Last year EMI, Sony, Universal and Warner commenced legal proceedings against Eircom, Ireland’s largest ISP. The four labels control 90% of Ireland’s music market and citing huge losses to piracy, decided to force Eircom to do something about illicit file-sharing. They demanded that the ISP should introduce filtering technology to stop it, but the ISP refused and soon found itself in court.
After initially telling everyone how it would never cave in to the labels, Eircom quickly changed its tune. A few days into the court case, suddenly there was a “world-first” agreement between the labels and the ISP.
Eircom had entered into an entirely voluntary agreement with the labels, where they would simply accuse alleged copyright infringers (via DtecNet, the RIAA and BPI anti-piracy partner), and on the third accusation the ISP would disconnect that subscriber on a Terms of Service violation.
Although it hasn’t been put into place yet due to “ongoing technical discussions concerning implementation,” this deal does seem very cosy.
And it gets cosier still. As part of the agreement with Eircom, the Big Four agreed that they would go after other ISPs to force them to agree to the same terms as Eircom did, so the company “would not be at a competitive disadvantage.”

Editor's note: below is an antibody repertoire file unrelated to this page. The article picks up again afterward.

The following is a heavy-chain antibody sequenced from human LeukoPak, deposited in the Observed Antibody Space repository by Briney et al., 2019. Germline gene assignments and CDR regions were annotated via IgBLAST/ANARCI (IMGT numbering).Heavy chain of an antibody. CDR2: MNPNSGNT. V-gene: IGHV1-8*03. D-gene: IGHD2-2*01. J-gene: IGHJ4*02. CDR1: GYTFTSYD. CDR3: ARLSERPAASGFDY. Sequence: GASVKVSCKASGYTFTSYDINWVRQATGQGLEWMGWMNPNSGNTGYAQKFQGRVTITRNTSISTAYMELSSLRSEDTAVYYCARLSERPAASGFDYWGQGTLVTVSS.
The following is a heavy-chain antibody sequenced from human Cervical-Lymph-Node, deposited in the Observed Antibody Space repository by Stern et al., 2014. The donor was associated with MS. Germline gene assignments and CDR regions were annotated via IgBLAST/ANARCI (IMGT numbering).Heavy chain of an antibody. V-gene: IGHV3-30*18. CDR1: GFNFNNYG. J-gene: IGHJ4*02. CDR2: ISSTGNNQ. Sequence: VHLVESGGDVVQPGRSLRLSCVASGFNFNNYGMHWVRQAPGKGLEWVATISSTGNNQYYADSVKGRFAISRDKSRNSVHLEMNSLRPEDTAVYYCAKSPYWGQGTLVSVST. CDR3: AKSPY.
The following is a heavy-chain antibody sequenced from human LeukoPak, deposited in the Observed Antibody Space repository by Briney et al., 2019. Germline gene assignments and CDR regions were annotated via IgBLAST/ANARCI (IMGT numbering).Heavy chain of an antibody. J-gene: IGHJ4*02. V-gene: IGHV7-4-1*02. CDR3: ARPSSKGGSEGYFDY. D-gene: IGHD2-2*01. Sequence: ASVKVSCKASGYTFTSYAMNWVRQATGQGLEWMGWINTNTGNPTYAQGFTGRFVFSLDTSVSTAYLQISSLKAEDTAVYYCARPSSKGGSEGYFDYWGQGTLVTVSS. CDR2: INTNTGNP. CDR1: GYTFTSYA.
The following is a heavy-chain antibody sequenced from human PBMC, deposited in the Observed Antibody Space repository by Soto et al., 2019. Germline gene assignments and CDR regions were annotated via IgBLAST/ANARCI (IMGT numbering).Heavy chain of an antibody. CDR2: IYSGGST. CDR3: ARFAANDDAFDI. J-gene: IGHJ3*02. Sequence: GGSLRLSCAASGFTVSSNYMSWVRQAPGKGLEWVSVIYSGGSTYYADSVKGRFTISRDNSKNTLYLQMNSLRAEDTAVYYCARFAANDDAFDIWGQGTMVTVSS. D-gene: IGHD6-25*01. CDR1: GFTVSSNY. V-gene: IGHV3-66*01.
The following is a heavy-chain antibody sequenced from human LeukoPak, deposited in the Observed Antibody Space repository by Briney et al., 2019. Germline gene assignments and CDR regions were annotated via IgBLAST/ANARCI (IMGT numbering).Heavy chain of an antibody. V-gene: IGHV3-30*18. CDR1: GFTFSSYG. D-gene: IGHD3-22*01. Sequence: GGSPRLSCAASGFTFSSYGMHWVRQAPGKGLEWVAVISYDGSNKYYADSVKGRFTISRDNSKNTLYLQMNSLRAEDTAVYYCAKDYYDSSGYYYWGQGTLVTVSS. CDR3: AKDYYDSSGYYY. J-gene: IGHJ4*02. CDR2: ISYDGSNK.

So who would be next on the hit-list?
According to a report in the Irish Times, that honor has been bestowed on Ireland’s second-largest telco BT Ireland, and the country’s largest cable operator UPC Ireland.
On Tuesday, two sets of legal proceedings were issued at the High Court by “EMI Records (Ireland) Limited and others”, one against BT Communications Ireland and another against UPC Communications Ireland. IRMA, Ireland’s equivalent to the RIAA said it targeted these ISPs since their customers share the most music.
While a spokesman for BT said he couldn’t comment at this stage, a spokeswoman for UPC said their company position hasn’t changed. It will not enter into an agreement with the record labels that goes further than existing legislation – i.e no voluntary 3 strikes.
“There is no basis under Irish law requiring ISPs to control, access or block the Internet content its users download. In addition, the rights-holders’ proposal gives rise to serious concerns for data privacy and consumer contract law,” she said adding: “UPC intends to vigorously defend its position in court.”
Eircom took that position too, but look where they ended up – in the lap of the Big Four. Time will tell if UPC can maintain its strength against determined opposition.